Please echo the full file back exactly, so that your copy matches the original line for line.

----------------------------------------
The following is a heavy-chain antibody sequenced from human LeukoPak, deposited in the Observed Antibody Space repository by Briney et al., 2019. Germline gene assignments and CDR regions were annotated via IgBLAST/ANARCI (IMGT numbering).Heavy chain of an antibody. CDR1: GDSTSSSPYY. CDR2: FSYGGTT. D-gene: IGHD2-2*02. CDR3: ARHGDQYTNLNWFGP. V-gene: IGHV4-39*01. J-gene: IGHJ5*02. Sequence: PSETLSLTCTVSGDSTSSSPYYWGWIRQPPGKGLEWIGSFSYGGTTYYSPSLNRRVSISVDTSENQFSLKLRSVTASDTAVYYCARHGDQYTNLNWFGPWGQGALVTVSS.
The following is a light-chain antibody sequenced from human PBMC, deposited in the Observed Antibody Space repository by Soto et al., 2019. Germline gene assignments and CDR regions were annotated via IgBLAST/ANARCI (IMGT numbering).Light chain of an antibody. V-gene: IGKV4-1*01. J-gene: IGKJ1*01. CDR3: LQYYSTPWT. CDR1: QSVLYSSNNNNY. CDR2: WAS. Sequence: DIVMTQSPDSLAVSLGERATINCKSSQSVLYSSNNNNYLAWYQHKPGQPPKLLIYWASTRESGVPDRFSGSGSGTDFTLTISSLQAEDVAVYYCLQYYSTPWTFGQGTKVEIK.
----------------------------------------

The following is a heavy-chain antibody sequenced from human LeukoPak, deposited in the Observed Antibody Space repository by Briney et al., 2019. Germline gene assignments and CDR regions were annotated via IgBLAST/ANARCI (IMGT numbering).Heavy chain of an antibody. CDR1: GDSTSSSPYY. CDR2: FSYGGTT. D-gene: IGHD2-2*02. CDR3: ARHGDQYTNLNWFGP. V-gene: IGHV4-39*01. J-gene: IGHJ5*02. Sequence: PSETLSLTCTVSGDSTSSSPYYWGWIRQPPGKGLEWIGSFSYGGTTYYSPSLNRRVSISVDTSENQFSLKLRSVTASDTAVYYCARHGDQYTNLNWFGPWGQGALVTVSS.
The following is a light-chain antibody sequenced from human PBMC, deposited in the Observed Antibody Space repository by Soto et al., 2019. Germline gene assignments and CDR regions were annotated via IgBLAST/ANARCI (IMGT numbering).Light chain of an antibody. V-gene: IGKV4-1*01. J-gene: IGKJ1*01. CDR3: LQYYSTPWT. CDR1: QSVLYSSNNNNY. CDR2: WAS. Sequence: DIVMTQSPDSLAVSLGERATINCKSSQSVLYSSNNNNYLAWYQHKPGQPPKLLIYWASTRESGVPDRFSGSGSGTDFTLTISSLQAEDVAVYYCLQYYSTPWTFGQGTKVEIK.